Episode 4

by Christopher Farris,

How would you rate episode 4 of
Citrus ?

If you still had any concerns that Citrus was going to bother too hard with subtleties, this episode opens on Yuzu angsting to herself while literally hiding in a closet. With virtually all of the various plot twists and turns having been resolved within those opening three episodes, the focus is now firmly on the step-sisters and their messy feelings for one another. Yuzu forcing her own kiss on Mei at the end of the last episode has only exacerbated that situation, and it does somewhat feel like their tumultuous relationship is something the plot has quickly boxed them into. At present, I can only view the girls' situation with a detached ambiguity toward how poorly they're acting toward each other, which definitely dampens my investment in a story that's only getting more melodramatic.

One issue might be how overwhelmingly Yuzu and Mei dominate the narrative compared to anyone else. This episode sees Yuzu leaning on her new friend Harumin as an escape, which only highlights how disconnected that character feels from this story. It makes sense that Yuzu would keep the more messed-up details of her relationship with Mei a secret from Harumin, but it also leaves that character with little to do. Aside from her, this episode also formally introduces us to the student council's vice president, Momokino Himeko, attempts to use her to broaden the scope of the show's perspective. However, the end results of this effort are a mixed bag.

The way the episode goes about getting us (and Yuzu) acquainted with Momokino is constructed well enough. Now that the whirlwind of early plot points has died down, Citrus seems to have more breathing room to actually establish its setting and atmosphere. As much as Harumin gets disregarded beyond being a plot device, Yuzu's avoidance of the awkward situation she's partially responsible for does feel like a realistic way for a confused teenager in her situation to react, and she plays this off effectively when Momokino confronts her about it. The meeting between the two of them in the café feels natural and demonstrates what kind of person Momokino is when she's not simply acting as Mei's satellite. The episode even has time for some generous flashbacks to Momokino and Mei's childhood that illustrate the connection the girls share; we learn exactly how much Mei has been changed by her father's departure, tied into development for a new character, which is a smart writing choice.

Unfortunately, the show shoots itself in the foot tone-wise when it's time for Momokino's characterization to actually pay off. While the story had done a decent job of keeping Momokino's feelings ambiguous, this is a yuri series after all, and not a subtle one. The problem is that Momokino's advances become predatory more abruptly than necessary, undermining the sympathy that have been built up for her to this point. It also feels superfluous; Citrus is bound to have gratuitous sexualized scenes between its leads, but this one plays as all voyeurism and little relevance compared to similar previous interludes. It feels more pornographically hollow, like Momokino is only expressing her longing for Mei in this way because they thought the audience wanted one hot-and-heavy scene between girls per episode.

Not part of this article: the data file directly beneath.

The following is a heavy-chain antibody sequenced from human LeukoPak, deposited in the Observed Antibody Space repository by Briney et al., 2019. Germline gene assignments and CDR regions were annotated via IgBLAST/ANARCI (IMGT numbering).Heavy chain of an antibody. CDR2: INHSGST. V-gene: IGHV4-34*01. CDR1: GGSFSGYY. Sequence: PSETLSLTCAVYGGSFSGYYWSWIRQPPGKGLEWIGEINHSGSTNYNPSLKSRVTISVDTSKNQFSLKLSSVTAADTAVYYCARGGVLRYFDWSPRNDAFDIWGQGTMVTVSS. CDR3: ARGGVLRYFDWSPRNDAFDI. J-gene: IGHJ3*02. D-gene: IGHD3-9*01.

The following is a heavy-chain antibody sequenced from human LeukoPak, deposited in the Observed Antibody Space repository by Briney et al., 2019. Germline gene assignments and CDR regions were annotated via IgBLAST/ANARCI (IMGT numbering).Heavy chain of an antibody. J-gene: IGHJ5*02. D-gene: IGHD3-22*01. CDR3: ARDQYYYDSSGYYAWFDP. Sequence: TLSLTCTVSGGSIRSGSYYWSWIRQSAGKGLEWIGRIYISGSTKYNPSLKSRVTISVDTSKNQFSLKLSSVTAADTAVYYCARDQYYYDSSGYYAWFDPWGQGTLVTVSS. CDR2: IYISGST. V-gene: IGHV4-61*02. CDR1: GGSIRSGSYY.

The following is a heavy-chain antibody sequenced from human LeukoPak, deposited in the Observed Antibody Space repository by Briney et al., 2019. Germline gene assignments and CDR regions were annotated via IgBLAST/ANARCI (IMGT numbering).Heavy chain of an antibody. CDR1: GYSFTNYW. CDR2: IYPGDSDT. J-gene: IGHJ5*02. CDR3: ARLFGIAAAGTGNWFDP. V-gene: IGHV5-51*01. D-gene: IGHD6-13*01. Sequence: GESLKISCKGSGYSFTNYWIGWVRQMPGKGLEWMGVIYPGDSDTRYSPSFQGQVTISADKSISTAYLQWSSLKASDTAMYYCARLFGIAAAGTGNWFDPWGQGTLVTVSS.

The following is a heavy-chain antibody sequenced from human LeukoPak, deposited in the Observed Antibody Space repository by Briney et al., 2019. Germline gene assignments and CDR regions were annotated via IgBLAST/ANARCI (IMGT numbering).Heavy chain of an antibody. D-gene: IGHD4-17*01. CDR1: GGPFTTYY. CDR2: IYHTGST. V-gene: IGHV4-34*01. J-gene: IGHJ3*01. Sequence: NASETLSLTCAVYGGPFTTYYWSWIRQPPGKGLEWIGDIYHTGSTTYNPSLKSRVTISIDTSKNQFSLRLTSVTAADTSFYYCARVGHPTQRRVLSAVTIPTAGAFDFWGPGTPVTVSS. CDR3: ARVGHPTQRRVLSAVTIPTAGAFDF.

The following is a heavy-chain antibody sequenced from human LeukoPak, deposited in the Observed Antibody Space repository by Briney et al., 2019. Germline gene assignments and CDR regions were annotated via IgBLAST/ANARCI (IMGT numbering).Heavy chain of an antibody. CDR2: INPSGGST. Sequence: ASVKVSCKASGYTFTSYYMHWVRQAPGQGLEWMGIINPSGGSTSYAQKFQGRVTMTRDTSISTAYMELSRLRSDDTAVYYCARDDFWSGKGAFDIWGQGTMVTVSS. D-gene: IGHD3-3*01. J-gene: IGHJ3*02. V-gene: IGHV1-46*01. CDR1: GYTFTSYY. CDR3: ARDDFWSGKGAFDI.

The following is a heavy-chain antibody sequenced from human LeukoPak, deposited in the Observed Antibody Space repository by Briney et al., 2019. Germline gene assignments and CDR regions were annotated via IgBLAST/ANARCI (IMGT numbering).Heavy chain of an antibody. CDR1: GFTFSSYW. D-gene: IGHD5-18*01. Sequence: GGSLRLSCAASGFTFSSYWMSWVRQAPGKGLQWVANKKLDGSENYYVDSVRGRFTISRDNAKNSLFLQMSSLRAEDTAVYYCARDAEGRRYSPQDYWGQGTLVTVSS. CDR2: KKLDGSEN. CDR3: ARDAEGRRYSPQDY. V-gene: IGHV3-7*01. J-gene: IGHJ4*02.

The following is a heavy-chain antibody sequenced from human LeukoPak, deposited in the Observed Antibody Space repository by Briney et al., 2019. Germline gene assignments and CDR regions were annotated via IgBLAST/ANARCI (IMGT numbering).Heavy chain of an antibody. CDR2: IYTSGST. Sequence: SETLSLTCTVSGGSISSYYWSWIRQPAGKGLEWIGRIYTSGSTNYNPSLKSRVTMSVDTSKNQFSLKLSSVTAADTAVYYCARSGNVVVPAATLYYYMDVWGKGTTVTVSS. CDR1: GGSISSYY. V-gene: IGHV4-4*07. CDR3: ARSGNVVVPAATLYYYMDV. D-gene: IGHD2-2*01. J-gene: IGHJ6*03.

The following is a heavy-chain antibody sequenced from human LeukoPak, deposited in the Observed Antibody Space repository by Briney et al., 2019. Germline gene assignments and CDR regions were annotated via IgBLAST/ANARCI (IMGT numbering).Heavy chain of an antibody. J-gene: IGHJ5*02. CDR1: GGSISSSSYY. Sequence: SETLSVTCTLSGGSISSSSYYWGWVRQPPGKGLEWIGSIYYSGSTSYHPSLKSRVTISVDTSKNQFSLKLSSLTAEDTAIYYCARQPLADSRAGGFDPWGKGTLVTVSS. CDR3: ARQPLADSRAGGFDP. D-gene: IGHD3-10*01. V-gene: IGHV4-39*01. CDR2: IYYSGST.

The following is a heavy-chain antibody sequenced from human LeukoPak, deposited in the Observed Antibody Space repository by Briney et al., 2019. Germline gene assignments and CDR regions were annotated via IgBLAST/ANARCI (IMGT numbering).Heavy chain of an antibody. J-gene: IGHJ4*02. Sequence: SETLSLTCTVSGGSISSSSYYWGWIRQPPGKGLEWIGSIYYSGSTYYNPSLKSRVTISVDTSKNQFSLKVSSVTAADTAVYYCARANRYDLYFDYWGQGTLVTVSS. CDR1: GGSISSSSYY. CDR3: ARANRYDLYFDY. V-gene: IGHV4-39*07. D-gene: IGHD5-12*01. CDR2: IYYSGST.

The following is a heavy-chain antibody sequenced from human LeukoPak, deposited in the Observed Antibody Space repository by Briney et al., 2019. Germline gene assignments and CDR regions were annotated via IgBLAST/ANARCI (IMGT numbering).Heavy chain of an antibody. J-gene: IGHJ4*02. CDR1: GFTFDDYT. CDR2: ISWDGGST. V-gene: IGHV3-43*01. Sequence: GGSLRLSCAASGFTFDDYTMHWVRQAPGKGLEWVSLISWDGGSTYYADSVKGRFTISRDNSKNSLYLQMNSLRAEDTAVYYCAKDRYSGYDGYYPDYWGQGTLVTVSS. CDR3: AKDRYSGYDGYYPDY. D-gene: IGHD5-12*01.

The other problem is that Momokino's intentions seem to be setting up a love triangle, a competition for Mei's heart between Momokino and Yuzu. However, the episode also spends a lot of time highlighting (perhaps unintentionally) just how bad Yuzu and Mei are with each other. Sure, Yuzu's too-gay-to-function reaction to Mei ‘paying back’ her kiss is a funny moment, but it's couched between ashamed avoidance and cloying grabs for attention in all the scenes that bookend it. Mei's poker-face reactions don't help clue us in on how she might actually feel about Yuzu, but her actions do suggest that getting mixed up in a relationship like this might not be good for her anyway.

Basically, this episode is trying too hard to have it both ways. Is it trying to sincerely explore these complex teenage feelings, or is it trying to embrace sleazy melodrama where this kind of emotional messiness might be more of a bug than a feature? While the opening episodes were mostly dealing with the main girls' reactions to a fast-moving plot, the storyline avalanche worked because there was less to actually think about. But now that the plot is wholly concerned with Mei and Yuzu's feelings, its more lowbrow style of entertainment doesn't gel with the story being told. Citrus can't try to sell me on a hard-fought romance between Yuzu and Mei while also working overtime to make me consider how unhealthy they are for each other right now.

This episode is technically proficient in showing Yuzu's development alongside Mei, and it does a good job of initially introducing Momokino. But Momokino's troublesome characterization mostly turns her into a device for the series to force more romantic conflict between the two main girls. At least for this episode, Citrus is putting its talent for melodramatic entertainment to questionable use.

Rating: C+

Citrus is currently streaming on Crunchyroll.

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